27th September 2018

Philippians: Week 8 (Thursday, September 27 2018)

 

Chapter 3: 7-16

 

The value of knowing Christ 3:7-11

v7 But all these things that I considered an advantage, I now consider to be worth nothing, because of Christ. v8 Not only those things. I consider all things to be worth nothing. What is far more valuable is to know Christ Jesus my Lord. Because of him, I have thrown everything else away. I consider it all like dirty rubbish. I want to know Christ. v9 I want to make my life one with his. I no longer trust that to obey the Law of Moses will make me right with God. I now have the goodness that God gives. I have it because I trust in Christ. v10 All I want is to know Christ and the power that raised him from death. I want to share in his pain and troubles. And I want to become like him by sharing in his death. v11 In that way, I hope somehow to achieve the resurrection from among the dead people.

 

Verse 7 Paul had known the Jewish religion completely. But after Christ met him, Paul gave up the advantages of his religion as worth no more than bad debts.

Verse 8 Paul had not made a sudden decision that he was sorry about afterwards. He still thought in the same way. He emphasised that he now considered ‘everything else’ as without value. To know Christ was far more valuable. Benefits (such as home comforts, friendships, the honour that he might expect as a famous Pharisee) he now considered no more. They were like dirty rubbish thrown out for the dogs. To ‘know’ Christ Jesus meant more than knowledge of the facts about him. Paul meant a close personal friendship with Jesus. Paul usually wrote ‘our’ Lord. Here he said ‘my’ Lord. He was thinking how much Jesus now meant to him. ‘He loved me. And he died for my benefit’ (Galatians 2:20).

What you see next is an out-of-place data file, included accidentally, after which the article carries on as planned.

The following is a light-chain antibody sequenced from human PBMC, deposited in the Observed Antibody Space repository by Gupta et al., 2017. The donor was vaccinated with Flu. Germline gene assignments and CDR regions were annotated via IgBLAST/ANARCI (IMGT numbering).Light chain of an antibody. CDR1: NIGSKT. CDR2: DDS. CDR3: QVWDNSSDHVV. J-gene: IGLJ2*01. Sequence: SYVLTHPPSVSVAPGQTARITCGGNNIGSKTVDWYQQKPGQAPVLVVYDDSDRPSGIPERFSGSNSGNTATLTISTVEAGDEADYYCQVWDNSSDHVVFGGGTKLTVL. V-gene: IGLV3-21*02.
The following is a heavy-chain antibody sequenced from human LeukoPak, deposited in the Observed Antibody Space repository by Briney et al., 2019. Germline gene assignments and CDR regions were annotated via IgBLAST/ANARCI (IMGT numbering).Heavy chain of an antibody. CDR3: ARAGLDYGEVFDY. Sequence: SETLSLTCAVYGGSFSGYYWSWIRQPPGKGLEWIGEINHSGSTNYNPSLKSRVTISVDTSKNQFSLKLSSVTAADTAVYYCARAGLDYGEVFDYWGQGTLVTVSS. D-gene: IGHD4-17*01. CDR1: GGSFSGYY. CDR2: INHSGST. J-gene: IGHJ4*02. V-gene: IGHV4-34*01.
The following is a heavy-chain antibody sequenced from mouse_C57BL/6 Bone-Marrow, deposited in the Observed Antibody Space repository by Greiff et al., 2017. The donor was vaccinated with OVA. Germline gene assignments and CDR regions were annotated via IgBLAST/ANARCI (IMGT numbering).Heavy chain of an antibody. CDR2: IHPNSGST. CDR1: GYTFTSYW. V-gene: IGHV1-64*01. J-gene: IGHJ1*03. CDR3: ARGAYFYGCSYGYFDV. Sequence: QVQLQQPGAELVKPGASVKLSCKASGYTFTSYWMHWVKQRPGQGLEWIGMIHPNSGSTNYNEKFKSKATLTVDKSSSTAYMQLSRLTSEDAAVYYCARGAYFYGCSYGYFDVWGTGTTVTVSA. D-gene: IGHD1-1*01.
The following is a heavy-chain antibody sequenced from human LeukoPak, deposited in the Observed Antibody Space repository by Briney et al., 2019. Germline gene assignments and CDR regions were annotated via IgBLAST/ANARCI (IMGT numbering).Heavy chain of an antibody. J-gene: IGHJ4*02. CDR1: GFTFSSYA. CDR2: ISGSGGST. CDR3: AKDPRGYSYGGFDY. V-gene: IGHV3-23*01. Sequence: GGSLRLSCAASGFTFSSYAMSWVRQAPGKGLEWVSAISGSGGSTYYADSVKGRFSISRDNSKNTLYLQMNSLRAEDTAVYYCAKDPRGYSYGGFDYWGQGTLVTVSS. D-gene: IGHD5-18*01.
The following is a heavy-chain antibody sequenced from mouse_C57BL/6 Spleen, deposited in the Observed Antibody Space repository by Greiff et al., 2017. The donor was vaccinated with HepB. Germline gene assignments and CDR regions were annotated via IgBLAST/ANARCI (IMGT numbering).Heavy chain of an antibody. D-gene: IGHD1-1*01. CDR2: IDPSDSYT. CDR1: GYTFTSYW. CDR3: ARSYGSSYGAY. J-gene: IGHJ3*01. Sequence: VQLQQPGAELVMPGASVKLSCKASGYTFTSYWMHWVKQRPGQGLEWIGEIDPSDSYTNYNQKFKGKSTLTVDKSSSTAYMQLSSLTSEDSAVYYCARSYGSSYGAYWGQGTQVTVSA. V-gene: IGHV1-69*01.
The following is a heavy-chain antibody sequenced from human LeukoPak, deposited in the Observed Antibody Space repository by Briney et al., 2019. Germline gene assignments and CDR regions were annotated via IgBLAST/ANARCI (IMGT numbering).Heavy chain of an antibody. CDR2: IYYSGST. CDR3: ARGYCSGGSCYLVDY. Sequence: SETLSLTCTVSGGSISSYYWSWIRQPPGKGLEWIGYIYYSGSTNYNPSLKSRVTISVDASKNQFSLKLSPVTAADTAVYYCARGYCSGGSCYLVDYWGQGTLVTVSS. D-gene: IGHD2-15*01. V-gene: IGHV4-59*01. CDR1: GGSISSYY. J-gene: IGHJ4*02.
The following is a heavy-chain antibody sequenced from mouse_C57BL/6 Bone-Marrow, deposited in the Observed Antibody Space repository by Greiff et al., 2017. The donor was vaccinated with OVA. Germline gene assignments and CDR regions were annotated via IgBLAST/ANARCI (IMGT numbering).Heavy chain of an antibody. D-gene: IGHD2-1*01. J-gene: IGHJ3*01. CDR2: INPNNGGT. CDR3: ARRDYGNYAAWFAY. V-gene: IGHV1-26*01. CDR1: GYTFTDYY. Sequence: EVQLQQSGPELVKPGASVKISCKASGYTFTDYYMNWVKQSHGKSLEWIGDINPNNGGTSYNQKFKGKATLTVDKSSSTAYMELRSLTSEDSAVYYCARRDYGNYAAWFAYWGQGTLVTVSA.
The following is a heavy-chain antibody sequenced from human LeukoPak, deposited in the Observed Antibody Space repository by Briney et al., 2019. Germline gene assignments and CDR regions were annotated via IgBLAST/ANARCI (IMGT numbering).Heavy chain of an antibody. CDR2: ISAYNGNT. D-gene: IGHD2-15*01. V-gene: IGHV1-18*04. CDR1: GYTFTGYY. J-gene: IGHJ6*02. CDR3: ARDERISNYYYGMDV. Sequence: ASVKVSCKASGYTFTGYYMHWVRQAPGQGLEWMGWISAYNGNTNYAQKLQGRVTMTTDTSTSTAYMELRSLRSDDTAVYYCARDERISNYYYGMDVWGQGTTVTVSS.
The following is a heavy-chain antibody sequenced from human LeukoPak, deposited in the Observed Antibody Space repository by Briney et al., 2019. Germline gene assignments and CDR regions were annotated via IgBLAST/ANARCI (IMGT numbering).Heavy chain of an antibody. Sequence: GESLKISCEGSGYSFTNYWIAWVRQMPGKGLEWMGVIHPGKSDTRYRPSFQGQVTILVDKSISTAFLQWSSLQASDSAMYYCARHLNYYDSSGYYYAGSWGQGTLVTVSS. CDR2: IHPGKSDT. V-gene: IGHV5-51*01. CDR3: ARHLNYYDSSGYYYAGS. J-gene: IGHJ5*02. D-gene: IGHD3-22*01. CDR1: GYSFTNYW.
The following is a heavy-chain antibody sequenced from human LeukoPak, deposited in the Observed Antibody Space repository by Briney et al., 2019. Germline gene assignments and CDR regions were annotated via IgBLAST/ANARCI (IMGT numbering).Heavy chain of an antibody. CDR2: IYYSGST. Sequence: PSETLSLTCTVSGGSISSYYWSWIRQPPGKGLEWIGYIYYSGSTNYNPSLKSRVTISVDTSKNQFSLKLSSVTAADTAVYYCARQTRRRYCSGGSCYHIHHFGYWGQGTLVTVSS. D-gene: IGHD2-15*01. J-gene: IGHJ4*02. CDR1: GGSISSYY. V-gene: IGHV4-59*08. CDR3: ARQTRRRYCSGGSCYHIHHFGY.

Verse 9 Paul did not possess any goodness of his own. A right relationship with God did not come by obeying the Law of Moses. It came as a gift from God that Paul accepted by faith in Jesus Christ. Paul looked forward to the day of judgement when he would be in Christ. He would be completely united with Christ in heaven.

Verse 10 His one aim was to ‘know’ Christ in this close way. He shows this in three ways:

1          ‘the power that raised him from death’. God has raised Jesus Christ from death. Also God raises the believer together with Christ, from spiritual death to new life (Ephesians 2:5). Paul wanted to live with the power of the risen Christ in his life.

2          To share in Christ’s pain and troubles. Pain and troubles can be spiritual, when we struggle against sin. They can also be the result of those who oppose the gospel. Paul suffered from the enemies of Christ and from the way that even Christians did not understand him. His travels also brought difficulties and dangers (2 Corinthians 11:23-29). Paul thought that his pain and troubles for Jesus were an honour. They were an honour because he was sharing in Christ’s work.

3          ‘by sharing in his death’. Of course, Christians will not all die in the same way as Christ did, on a cross. This verse does not mean that. It means that they must think of themselves as dead to sin (Romans 6:11). They must ‘die’ to their own desires. ‘The people who belong to Christ Jesus have destroyed the power of their old character’ (Galatians 5:24).